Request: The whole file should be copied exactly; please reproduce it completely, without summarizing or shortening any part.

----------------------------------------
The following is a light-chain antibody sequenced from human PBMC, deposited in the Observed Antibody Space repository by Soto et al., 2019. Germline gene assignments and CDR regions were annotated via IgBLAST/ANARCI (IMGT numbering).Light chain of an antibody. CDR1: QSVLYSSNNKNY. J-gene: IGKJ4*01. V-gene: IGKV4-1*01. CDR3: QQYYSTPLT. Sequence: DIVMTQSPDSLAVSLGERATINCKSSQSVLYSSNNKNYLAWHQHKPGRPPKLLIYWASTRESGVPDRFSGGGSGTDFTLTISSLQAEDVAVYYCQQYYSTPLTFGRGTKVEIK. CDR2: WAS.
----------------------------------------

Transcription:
The following is a light-chain antibody sequenced from human PBMC, deposited in the Observed Antibody Space repository by Soto et al., 2019. Germline gene assignments and CDR regions were annotated via IgBLAST/ANARCI (IMGT numbering).Light chain of an antibody. CDR1: QSVLYSSNNKNY. J-gene: IGKJ4*01. V-gene: IGKV4-1*01. CDR3: QQYYSTPLT. Sequence: DIVMTQSPDSLAVSLGERATINCKSSQSVLYSSNNKNYLAWHQHKPGRPPKLLIYWASTRESGVPDRFSGGGSGTDFTLTISSLQAEDVAVYYCQQYYSTPLTFGRGTKVEIK. CDR2: WAS.